We now have women and children sexually violating children as well as men. This will continue to spiral down into, well, we’d have to say the abyss of hell, unless we retrieve our laws, our mass media and our schools. (‘Fears that academic conference will normalise paedophilia’, Christian Concern, August 18th, 2011)
(It should be noted that Reisman is a quite extreme homophobe, quick to equate homosexuality and paedophilia, and for this reason I would treat many of her wider views with caution. See ‘Judith Reisman: Homosexuality leads to “tyranny” and “slavery”‘, The Examiner, May 9th, 2013)
Another report on the conference told the following anecdote:
Up in the Press room at the university on the day I met a very charming and lively little boy who was passing his time making paper aeroplanes out of abstracts of delegates papers. I asked his father, one of the Department of Psychology, if he was hiding him up there in case Tom O’Carroll was about. “Good God no Man” he replied in an accent straight out of Milk Wood, “he’s such a little horror at home I’m hoping they do meet up. Might cure both of them” (Eric Trimmer, article in Medical News, September 21st, 1977, cited in ‘Read All About It’, Magpie Issue No. 8 (no date), p. 3).
Larry L. Constantine , a polymath figure who is also a computer software designer and composer, co-edited another key volume – Larry L. Constantine and Floyd M. Martinson (eds), Children and Sex: New Findings, New Perspectives (Boston: Little, Brown, 1981) – which collected various views on the subject, including Constantine’s own essay ‘The Effects of Early Sexual Experiences’, in which he notes that many studies have reported neutral or even positive reactions. More can be read on Ken Plummer (about who I will blog at length at a later date) here on Spotlight.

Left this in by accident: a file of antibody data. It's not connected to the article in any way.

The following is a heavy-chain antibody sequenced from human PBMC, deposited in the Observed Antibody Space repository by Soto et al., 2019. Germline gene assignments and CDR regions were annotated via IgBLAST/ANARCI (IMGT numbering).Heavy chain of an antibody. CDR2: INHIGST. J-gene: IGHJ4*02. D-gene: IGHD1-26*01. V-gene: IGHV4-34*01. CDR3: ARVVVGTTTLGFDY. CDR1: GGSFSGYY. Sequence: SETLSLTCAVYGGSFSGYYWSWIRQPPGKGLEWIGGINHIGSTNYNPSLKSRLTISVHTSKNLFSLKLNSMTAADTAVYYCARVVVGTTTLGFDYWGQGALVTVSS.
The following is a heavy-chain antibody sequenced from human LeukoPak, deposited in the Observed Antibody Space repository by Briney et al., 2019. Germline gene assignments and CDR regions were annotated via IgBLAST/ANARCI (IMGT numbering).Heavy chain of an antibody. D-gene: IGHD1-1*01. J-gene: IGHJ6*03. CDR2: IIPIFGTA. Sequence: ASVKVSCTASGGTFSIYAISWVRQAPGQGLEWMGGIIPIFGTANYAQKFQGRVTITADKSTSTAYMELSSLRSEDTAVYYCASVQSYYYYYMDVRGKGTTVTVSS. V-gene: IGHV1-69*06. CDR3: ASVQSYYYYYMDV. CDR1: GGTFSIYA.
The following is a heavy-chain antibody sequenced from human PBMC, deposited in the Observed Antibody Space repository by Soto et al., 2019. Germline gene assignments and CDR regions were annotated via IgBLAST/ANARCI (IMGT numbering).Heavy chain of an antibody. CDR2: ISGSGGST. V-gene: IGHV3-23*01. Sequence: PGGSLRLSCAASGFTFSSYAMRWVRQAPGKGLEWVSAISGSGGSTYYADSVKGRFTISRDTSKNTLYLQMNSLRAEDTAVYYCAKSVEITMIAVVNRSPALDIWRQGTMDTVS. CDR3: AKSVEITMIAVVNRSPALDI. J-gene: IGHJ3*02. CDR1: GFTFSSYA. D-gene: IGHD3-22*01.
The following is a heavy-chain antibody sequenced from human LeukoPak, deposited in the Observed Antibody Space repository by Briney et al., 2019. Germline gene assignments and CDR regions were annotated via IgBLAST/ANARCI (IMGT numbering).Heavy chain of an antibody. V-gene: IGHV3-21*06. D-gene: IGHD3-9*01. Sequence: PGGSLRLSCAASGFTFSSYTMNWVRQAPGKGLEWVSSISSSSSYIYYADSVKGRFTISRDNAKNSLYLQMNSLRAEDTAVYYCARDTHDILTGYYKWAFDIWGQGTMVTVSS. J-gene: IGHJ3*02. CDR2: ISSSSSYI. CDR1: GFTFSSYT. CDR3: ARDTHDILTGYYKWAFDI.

A book coming out of the conference was published in 1979: Mark Cook and Glenn Wilson (eds), Love and Attraction: An International Conference (Oxford: Pergamon, 1979). A full list of contents, with notes on contributors, can be found at this link. Below are some related articles, and the relevant chapters.
[A further book was produced in 1981, edited by the two Swansea conference organisers: Mark Cook and Kevin Howells (eds), Adult Sexual Interest in Children (New York: Academic Press, 1981). Includes Constance Avery-Clark, Joyce Ann O’Neil and D.R. Laws, ‘A comparison of intrafamilial sexual and physical child abuse’, pp. 3-39; J.W. Mohr, ‘Age structures in pedophilia’, pp. 41-54; Kevin Howells, ‘Adult sexual interest in children: considerations relevant to theories of aetiology’, pp. 55-94; Thore Langefeldt, ‘Sexual development in children’, pp. 99-120; Matti Virkkunen, ‘The child as participating victim’, pp. 121-134; Kurt Freund, ‘Assessment of pedophilia’, pp. 139-179; David Crawford, ‘Treatment approaches with pedophiles’, pp. 181-217; Kenneth Plummer, ‘Pedophilia: Constructing a Sociological Baseline’, pp. 221-250; Donald J. West, ‘Adult sexual interest in children: implications for social control’, pp. 251-270. ]